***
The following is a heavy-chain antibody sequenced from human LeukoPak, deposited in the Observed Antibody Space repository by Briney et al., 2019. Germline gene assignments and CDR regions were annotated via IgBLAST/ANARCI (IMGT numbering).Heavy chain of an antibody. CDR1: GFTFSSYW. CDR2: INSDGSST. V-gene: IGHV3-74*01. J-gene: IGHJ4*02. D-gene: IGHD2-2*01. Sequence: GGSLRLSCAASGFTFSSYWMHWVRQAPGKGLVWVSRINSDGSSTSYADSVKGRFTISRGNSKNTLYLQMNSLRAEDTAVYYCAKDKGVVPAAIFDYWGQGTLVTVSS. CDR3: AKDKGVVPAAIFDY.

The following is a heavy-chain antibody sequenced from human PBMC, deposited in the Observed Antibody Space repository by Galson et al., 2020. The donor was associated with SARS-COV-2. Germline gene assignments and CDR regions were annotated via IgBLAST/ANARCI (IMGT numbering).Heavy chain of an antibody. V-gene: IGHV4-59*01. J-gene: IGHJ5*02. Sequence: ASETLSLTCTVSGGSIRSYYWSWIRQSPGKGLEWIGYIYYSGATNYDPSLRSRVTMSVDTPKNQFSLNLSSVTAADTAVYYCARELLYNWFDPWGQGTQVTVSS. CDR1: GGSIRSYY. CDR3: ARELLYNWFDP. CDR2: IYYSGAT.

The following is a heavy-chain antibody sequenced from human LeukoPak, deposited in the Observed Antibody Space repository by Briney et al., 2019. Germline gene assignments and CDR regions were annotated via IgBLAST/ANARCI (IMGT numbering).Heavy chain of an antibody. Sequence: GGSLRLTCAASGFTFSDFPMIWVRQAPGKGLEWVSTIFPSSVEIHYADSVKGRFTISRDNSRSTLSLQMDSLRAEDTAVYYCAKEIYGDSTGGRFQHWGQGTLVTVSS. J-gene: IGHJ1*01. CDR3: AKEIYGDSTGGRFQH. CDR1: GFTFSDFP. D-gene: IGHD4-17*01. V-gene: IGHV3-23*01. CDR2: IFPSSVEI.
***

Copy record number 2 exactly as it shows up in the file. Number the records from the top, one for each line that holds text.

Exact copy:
The following is a heavy-chain antibody sequenced from human PBMC, deposited in the Observed Antibody Space repository by Galson et al., 2020. The donor was associated with SARS-COV-2. Germline gene assignments and CDR regions were annotated via IgBLAST/ANARCI (IMGT numbering).Heavy chain of an antibody. V-gene: IGHV4-59*01. J-gene: IGHJ5*02. Sequence: ASETLSLTCTVSGGSIRSYYWSWIRQSPGKGLEWIGYIYYSGATNYDPSLRSRVTMSVDTPKNQFSLNLSSVTAADTAVYYCARELLYNWFDPWGQGTQVTVSS. CDR1: GGSIRSYY. CDR3: ARELLYNWFDP. CDR2: IYYSGAT.